by Anthony Accurso
An Alabama sheriff was denied immunity for acts taken to extort and silence a whistleblower who exposed her corruption.
In Alabama, sheriffs are allowed to receive as personal income any excess funds “left over” after feeding (or rather, starving) jail inmates. Former Sheriff Greg Bartlett was nicknamed “Corndog” because he was so frugal with inmate food costs.
His replacement in Morgan County, Sheriff Ana Franklin, upped the corruption ante where Ol’ Corndog left off, pocketing $160,000 from the prisoner food account — $150,000 of which she funneled to a used car dealership — well before it was actually “left over.” In other words, Franklin used the food account like her own payday loan provider.
Morgan County Jail Warden Leon Bradley called foul on this misappropriation of funds and was targeted by Franklin for his efforts to expose her. Since Bradley was working with a local blogger, Franklin paid the blogger’s grandson to install an illegal keylogger on his grandmother’s computer. Franklin then used inferences gleamed from the keylogger to obtain a warrant and file charges against Bradley for government records tampering.
Bradley filed a 14-count lawsuit against Franklin and several deputies alleging violations of his Fourth, Fifth, and Fourteenth Amendment rights under the U.S. Constitution. The sheriff asserted both qualified and absolute immunity derived from state and federal statutes designed to shield law enforcement’s “procedural defects” when officers are merely negligent or sloppy.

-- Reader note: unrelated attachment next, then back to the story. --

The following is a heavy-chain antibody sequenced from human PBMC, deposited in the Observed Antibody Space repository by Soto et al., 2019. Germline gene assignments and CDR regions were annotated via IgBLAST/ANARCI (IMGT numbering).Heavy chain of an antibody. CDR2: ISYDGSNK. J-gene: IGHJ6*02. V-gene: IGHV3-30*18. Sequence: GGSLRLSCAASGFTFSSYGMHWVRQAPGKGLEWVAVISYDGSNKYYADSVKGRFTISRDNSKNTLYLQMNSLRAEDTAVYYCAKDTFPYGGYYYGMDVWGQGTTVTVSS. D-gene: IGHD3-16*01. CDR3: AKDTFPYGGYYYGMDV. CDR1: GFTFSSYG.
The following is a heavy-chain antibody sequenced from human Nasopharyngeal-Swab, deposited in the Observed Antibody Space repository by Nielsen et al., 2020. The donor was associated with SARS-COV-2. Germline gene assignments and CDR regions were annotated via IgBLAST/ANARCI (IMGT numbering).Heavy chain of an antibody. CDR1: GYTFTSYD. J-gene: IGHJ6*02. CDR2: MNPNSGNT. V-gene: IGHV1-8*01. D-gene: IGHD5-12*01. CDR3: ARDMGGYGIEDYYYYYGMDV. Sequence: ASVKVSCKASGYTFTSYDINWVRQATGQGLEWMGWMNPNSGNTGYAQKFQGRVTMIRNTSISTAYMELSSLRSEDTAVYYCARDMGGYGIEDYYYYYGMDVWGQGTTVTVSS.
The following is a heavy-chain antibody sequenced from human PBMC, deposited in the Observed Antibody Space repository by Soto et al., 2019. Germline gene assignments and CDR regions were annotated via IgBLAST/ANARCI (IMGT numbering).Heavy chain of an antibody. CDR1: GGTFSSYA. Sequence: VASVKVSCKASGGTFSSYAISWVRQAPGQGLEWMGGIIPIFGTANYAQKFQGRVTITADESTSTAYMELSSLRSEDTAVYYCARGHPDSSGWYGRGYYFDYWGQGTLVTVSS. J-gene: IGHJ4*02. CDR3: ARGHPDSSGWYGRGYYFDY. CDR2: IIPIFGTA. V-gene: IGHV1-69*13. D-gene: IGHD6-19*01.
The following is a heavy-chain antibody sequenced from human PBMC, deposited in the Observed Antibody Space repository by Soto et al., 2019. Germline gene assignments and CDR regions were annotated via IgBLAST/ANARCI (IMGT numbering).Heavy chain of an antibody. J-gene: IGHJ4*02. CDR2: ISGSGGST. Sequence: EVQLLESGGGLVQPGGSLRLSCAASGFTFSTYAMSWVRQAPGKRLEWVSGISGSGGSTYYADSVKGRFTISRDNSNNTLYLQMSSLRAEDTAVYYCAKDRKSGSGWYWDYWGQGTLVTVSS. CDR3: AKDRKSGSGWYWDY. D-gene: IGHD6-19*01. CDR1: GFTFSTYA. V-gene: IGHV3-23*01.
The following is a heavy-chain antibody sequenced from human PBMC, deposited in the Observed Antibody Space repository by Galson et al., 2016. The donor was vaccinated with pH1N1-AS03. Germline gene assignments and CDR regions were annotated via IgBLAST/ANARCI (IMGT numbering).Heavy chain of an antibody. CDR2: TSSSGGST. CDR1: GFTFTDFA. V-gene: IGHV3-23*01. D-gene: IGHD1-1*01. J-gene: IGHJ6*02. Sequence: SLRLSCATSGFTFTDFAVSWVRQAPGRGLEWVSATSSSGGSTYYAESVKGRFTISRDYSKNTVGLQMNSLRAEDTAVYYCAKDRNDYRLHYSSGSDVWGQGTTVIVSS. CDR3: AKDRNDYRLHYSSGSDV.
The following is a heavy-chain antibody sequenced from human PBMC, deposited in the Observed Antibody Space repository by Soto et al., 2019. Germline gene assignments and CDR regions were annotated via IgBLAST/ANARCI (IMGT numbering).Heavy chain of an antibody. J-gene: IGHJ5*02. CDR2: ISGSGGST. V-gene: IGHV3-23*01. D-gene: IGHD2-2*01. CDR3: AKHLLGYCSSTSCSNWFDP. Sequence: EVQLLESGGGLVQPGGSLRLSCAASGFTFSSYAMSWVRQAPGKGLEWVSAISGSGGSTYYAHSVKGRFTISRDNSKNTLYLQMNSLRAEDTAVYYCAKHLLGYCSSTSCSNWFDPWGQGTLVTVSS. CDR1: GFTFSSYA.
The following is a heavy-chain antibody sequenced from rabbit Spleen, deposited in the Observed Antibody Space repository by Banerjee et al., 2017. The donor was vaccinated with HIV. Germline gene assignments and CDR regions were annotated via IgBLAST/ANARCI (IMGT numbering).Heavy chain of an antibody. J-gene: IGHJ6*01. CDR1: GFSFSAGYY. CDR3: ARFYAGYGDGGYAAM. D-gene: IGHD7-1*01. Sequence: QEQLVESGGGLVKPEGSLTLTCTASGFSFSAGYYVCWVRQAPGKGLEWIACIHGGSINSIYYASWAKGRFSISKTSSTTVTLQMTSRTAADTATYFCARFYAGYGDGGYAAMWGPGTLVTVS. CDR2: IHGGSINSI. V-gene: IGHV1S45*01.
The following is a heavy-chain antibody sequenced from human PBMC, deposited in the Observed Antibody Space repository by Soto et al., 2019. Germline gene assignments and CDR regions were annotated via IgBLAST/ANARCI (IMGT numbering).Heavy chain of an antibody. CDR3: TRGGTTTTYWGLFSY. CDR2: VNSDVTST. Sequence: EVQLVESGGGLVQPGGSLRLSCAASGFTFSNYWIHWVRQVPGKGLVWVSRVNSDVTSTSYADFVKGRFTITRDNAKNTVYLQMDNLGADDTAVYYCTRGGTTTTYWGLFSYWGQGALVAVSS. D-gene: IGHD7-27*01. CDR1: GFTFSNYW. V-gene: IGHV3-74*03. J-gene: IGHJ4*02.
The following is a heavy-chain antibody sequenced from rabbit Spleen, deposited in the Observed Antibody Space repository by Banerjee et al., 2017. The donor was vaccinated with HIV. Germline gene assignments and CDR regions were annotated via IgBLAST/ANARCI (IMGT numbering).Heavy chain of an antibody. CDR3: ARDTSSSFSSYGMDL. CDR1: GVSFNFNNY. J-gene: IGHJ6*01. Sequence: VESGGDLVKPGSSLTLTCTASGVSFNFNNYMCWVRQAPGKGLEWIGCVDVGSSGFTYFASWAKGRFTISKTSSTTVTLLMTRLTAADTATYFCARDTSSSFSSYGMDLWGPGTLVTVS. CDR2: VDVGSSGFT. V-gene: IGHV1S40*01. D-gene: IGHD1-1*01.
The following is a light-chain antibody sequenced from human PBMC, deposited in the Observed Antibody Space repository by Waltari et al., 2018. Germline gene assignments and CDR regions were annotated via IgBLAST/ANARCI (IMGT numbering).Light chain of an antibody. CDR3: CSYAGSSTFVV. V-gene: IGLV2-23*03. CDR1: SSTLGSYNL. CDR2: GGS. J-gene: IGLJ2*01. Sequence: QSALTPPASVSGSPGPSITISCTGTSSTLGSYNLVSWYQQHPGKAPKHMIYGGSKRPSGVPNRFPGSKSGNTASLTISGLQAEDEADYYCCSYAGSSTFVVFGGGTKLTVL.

The U.S. District Court denied any immunity, and this decision was upheld on review by the U.S. Court of Appeals for the Eleventh Circuit. The Circuit Court said the sheriff’s request for immunity “requires an extraordinarily broad view of absolute immunity that would effectively immunize any conduct when the sheriff flashes his or her badge.” The Court refused to extend immunity where the allegations involved installing an unauthorized keylogger, misleading a judge to secure a search warrant, and raiding Bradley’s home.
In a statement denying any immunity to the defendants, the Eleventh Circuit summed up the situation by saying, “[T]he alleged activities paint a picture of a lengthy conspiracy to defraud the taxpayer, use public funds for personal gain, and punish anyone who threatened to publicize their activities. As the district court noted, the defendants cannot explain how these allegations would fit within the scope of their employment.”
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